In the Shadow of Genre

I was sitting in a bar tonight reading Mary Renault’s novel, The King Must Die. It’s a pretty fun book, and while it’s a mundane, magic-free novel about Ancient Greece, its characters clearly believe they inhabit a “magical” world animated by gods and spirits. Theseus and his fellows believe in the whole Greek pantheon with greater conviction than one normally encounters in contemporary mainstream fantasy.

It got me thinking. A lot of fantasy seems to take its cues from the pulps. But I wonder if there’s a shadow history of epic fantasy that thrived in historical fiction and sidestepped the pulps.

Off the top of my head I’d place Renault, Mitchison, Flaubert, Dumas, Sabatini, Graves, and even Bashevis Singer (his novel King of the Fields in particular) in this shadow history. It’d certainly be a more amorphous tradition, one with more narrative complexity and more “Grandmothers and Godmothers” in it. It would likely lack a fandom trading the original magazines in mylar baggies. Maybe it’s the simplicity the pulps offered—the hero battling his way through insurmountable odds for a bit of wealth and/or maiden skin, all that sense of wonder and escapist derring-do, but I really wonder if this is just a narrative we’ve all been fed and swallowed. A heap of lies that says THIS IS THE GENRE’S HISTORY when really the genre’s true history is a lot more crusty and weird.

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6 responses to “In the Shadow of Genre”

  1. ridlerville says :

    It’s about the links, I think. Besides, say, Jeffrey Ford and his kin, who’s making the links with the shadow history? It’s likely there, but unless someone ties it to their own work (as opposed to the mass media of the pulps) it becomes an object of its time, not enduring past the memories of readers and perhaps a handful of writers. It would be cool to look at it in terms of epochs instead of influence, though. But Graves and Dumas are pretty standard fair, being taught in schools and republished every year (Flaubert, too).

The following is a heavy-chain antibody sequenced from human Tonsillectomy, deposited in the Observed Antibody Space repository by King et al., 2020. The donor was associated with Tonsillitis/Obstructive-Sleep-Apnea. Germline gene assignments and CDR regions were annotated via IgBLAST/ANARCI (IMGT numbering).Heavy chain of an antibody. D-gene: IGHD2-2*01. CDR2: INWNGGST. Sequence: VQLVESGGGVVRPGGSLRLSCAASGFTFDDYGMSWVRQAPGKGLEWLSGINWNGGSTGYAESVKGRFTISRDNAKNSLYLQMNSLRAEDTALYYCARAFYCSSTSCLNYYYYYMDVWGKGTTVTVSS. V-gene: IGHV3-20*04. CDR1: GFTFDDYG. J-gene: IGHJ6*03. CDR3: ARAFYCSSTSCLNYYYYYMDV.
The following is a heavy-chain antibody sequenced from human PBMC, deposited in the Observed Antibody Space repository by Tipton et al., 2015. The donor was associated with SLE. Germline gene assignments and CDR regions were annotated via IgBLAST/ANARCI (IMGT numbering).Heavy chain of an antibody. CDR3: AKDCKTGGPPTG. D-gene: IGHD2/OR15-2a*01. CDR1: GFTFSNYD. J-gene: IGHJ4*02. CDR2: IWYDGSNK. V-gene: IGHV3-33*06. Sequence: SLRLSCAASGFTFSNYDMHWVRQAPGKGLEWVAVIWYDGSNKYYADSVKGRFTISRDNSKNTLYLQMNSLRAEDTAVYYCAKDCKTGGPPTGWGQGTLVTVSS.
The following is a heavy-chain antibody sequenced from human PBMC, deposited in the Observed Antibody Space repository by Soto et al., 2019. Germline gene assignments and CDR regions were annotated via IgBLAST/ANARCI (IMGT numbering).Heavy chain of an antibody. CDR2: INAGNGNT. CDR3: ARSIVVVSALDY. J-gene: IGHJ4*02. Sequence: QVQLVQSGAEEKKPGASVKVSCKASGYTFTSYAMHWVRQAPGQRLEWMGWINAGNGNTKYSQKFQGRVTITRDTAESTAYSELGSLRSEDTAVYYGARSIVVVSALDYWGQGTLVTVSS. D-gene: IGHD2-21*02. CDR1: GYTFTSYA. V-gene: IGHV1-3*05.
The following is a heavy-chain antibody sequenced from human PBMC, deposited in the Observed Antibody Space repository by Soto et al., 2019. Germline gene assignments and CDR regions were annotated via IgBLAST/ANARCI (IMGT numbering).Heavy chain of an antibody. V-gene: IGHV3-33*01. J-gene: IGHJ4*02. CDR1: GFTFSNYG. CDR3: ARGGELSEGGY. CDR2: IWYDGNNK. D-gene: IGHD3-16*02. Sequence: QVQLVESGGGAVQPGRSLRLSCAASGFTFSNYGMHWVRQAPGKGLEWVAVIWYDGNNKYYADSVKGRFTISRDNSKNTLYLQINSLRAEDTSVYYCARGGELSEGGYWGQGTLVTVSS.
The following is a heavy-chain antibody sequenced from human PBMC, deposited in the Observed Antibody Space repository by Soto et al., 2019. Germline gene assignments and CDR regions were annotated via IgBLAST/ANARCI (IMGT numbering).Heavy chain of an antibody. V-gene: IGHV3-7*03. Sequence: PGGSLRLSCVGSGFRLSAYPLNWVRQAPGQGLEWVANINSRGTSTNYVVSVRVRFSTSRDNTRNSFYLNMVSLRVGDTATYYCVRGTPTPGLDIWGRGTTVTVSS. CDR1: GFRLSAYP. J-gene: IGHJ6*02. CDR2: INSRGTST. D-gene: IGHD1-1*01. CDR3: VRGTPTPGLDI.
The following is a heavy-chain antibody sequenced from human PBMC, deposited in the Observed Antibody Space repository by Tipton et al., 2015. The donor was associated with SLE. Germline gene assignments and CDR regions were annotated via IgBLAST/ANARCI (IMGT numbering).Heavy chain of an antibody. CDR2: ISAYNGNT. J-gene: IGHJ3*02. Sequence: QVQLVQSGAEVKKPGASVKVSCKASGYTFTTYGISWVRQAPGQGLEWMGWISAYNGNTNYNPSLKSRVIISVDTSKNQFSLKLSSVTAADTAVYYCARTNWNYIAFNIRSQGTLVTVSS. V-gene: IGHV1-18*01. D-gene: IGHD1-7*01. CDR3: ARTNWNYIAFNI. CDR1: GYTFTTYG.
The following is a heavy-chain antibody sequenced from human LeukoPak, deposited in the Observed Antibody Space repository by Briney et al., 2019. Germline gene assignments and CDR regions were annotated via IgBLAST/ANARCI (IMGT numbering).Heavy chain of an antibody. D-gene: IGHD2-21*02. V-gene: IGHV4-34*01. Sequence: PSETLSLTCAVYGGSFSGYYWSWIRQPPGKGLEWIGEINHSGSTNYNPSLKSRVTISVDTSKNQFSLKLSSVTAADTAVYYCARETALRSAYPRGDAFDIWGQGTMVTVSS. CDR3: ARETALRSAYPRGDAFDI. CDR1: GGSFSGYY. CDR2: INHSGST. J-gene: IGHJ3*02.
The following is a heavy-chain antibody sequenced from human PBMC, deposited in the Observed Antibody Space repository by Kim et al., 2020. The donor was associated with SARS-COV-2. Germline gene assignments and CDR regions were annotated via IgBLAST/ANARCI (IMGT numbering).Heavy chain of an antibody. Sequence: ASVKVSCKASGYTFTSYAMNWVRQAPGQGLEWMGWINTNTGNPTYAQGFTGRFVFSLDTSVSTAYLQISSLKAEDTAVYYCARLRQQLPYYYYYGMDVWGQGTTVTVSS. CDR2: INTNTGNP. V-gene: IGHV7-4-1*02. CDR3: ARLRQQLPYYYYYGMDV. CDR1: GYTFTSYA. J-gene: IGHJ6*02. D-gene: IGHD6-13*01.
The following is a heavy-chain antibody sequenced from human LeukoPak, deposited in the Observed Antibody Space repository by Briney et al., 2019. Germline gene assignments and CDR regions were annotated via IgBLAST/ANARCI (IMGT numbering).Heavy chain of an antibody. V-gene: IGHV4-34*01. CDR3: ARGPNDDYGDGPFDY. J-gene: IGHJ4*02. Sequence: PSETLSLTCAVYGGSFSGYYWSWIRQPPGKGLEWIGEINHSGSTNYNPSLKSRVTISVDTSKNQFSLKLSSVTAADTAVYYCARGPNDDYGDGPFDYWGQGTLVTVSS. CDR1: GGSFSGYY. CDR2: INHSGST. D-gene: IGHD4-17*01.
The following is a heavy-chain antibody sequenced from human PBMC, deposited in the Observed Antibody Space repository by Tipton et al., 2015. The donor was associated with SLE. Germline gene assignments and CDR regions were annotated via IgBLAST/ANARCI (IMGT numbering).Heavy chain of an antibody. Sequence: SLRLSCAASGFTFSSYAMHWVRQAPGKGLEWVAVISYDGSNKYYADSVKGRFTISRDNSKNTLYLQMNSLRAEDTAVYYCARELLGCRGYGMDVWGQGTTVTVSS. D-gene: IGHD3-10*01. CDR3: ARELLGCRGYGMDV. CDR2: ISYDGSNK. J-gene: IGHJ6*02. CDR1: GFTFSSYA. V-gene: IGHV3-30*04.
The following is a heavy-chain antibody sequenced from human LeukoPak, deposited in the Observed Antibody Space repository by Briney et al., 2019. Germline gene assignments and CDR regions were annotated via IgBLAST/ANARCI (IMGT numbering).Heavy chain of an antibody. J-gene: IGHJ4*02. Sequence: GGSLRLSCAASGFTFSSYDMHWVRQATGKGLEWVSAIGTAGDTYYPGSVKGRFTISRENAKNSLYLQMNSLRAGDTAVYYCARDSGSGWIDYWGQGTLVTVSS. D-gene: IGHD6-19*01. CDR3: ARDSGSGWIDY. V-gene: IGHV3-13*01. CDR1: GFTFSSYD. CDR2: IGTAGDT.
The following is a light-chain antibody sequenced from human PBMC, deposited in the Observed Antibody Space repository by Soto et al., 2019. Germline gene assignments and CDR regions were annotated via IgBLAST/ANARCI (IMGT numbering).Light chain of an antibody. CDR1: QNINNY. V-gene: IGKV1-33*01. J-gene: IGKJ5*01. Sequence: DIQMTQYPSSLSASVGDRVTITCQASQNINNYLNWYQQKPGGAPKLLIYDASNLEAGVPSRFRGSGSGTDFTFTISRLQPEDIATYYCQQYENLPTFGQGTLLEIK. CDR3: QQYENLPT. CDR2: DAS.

• Justin says :

      How do you mean “epochs instead of influence”?

      • ridlerville says :

        Epoch as in being important in the moment, defining it, but who’s influence afterwards does not last as much others. Lots of works have influence after the time they were created (Moby Dick comes to mind), other works define an age and then vanish (Jim Tully’s work). It’s a rough distinction. Happy to revise if you’ve got a better one!

    • Justin says :

      “Epoch as in being important in the moment, defining it, but who’s influence afterwards does not last as much others.”

      Hmmm. I don’t know if I agree with that, at least in this case because I can see how these books have influenced and been largely subsumed by three genres (Romance, Mystery, and Fantasy).

      My point, as I get at it, is that people speak about the development of more complex subject matter in Fantasy as if it were a new thing. But it only is if you buy the tradition that our heritage is the Pulps and paperbacks. If you look back at Historical Fiction you’ll see that complexity was there from early in the 20th century, and earlier, and not in neglected works (for example Naomi Mitchison has her champions in genre), but in work that has been left outside the tradition.

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